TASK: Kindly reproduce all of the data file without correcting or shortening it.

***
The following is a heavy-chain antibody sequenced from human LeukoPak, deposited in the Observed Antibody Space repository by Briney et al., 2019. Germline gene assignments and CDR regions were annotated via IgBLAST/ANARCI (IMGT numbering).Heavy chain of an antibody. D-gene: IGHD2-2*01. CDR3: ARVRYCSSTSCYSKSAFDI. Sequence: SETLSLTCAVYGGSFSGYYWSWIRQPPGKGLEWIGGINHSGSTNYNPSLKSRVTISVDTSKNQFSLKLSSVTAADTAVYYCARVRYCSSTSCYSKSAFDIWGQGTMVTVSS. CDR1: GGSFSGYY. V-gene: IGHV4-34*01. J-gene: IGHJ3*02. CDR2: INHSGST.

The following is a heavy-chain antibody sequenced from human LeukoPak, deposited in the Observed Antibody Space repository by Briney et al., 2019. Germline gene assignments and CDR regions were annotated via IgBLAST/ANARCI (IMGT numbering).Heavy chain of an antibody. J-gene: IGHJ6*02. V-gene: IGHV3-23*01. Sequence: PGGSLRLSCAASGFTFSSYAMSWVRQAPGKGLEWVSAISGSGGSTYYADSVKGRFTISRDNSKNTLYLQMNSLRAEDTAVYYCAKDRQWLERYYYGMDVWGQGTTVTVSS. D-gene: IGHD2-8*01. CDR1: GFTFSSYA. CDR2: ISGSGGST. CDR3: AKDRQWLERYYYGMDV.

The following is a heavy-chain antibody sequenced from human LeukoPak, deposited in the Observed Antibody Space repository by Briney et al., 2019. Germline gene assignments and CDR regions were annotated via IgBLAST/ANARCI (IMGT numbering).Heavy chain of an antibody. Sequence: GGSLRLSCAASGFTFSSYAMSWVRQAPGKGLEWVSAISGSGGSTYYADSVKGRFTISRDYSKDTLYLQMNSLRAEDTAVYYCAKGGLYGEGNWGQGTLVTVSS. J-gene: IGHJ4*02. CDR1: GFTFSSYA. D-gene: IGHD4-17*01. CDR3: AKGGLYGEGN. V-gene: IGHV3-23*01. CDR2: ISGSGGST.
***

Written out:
The following is a heavy-chain antibody sequenced from human LeukoPak, deposited in the Observed Antibody Space repository by Briney et al., 2019. Germline gene assignments and CDR regions were annotated via IgBLAST/ANARCI (IMGT numbering).Heavy chain of an antibody. D-gene: IGHD2-2*01. CDR3: ARVRYCSSTSCYSKSAFDI. Sequence: SETLSLTCAVYGGSFSGYYWSWIRQPPGKGLEWIGGINHSGSTNYNPSLKSRVTISVDTSKNQFSLKLSSVTAADTAVYYCARVRYCSSTSCYSKSAFDIWGQGTMVTVSS. CDR1: GGSFSGYY. V-gene: IGHV4-34*01. J-gene: IGHJ3*02. CDR2: INHSGST.

The following is a heavy-chain antibody sequenced from human LeukoPak, deposited in the Observed Antibody Space repository by Briney et al., 2019. Germline gene assignments and CDR regions were annotated via IgBLAST/ANARCI (IMGT numbering).Heavy chain of an antibody. J-gene: IGHJ6*02. V-gene: IGHV3-23*01. Sequence: PGGSLRLSCAASGFTFSSYAMSWVRQAPGKGLEWVSAISGSGGSTYYADSVKGRFTISRDNSKNTLYLQMNSLRAEDTAVYYCAKDRQWLERYYYGMDVWGQGTTVTVSS. D-gene: IGHD2-8*01. CDR1: GFTFSSYA. CDR2: ISGSGGST. CDR3: AKDRQWLERYYYGMDV.

The following is a heavy-chain antibody sequenced from human LeukoPak, deposited in the Observed Antibody Space repository by Briney et al., 2019. Germline gene assignments and CDR regions were annotated via IgBLAST/ANARCI (IMGT numbering).Heavy chain of an antibody. Sequence: GGSLRLSCAASGFTFSSYAMSWVRQAPGKGLEWVSAISGSGGSTYYADSVKGRFTISRDYSKDTLYLQMNSLRAEDTAVYYCAKGGLYGEGNWGQGTLVTVSS. J-gene: IGHJ4*02. CDR1: GFTFSSYA. D-gene: IGHD4-17*01. CDR3: AKGGLYGEGN. V-gene: IGHV3-23*01. CDR2: ISGSGGST.